About 90 people met at Safari Restaurant in Minneapolis to hear Mark Blaxill, who is on the executive leadership team of the nonprofit Health Choice, present information on measles outbreaks, autism rates and what he said were the fraudulent results of a 2004 study by the U.S. Centers for Disease Control and Prevention on the link between autism and vaccines, a theory that health officials have debunked.
“It should be the right of every parent and family to make their own decisions,” said Blaxill.
We’ve encountered Mark Blaxill on many occasions before over the years, for instance when he wrote a book with the now-deceased Dan Olmsted in which he laid down an amazing quantity of pseudoscience about polio, pesticides, and the poli vaccine. More recently, he appeared in Andrew Wakefield and Del Bigtree’s antivaccine propaganda opus VAXXED.
I was somewhat intrigued. No, I wasn’t intrigued by any of the claims and arguments that Blaxill made (although I will briefly touch on them). They’re nothing that I haven’t heard before many, many times. Rather, I was interested why Blaxill’s affiliation was not listed as Safeminds, an antivaccine group he’d been with for a very long time, although he’s still apparently involved with the antivaccine Canary Party. I had never heard of the group he’s with now, Health Choice, but its team includes a rogues’ gallery of antivaccine “luminaries.” It even includes Ginger Taylor! It also looks as though the group has a broader focus than just antivaccine activism:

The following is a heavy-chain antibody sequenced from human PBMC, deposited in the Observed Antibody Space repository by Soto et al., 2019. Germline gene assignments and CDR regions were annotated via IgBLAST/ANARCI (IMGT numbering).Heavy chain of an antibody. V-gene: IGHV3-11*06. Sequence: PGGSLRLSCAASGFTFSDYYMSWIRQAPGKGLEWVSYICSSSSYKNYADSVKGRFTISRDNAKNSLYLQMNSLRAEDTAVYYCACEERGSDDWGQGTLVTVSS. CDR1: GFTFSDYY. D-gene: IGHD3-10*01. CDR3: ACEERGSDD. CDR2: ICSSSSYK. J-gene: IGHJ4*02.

Health Choice is a non-profit organization focusing on awareness of health choices, education on nutrition, healing, and prevention of chronic illnesses for children and adults. Our group was formed in response to a study published in Academic Pediatrics that represented 43% of children (32 million) in the US suffers from a chronic health condition. It is our belief that these rates will continue to increase if parents are not aware of the unhealthy choices in their lifestyle such as industrial processed foods, side effects of vaccine choices, and other environmental and lifestyle factors. We want to help Americans understand how to have a healthy lifestyle, return to a state of wellness and promote sound choices for their children.
Make no mistake, Health Choice is clearly antivaccine, but it appears to go beyond nust vaccines. It’s also based in Minnetonka, MN, which is outside of St. Paul and right where an antivaccine group would need to be to influence the Somalis, saying things like:
Blaxill — who says that he’s not anti-vaccine — also explained Minnesota law and how parents can opt out of vaccinations, providing forms and access to a notary public for parents. Several nonprofits advocating parental choice in vaccinations were present, including the Minnesota Vaccine Safety Council, Health Choice and National Health Freedom Coalition.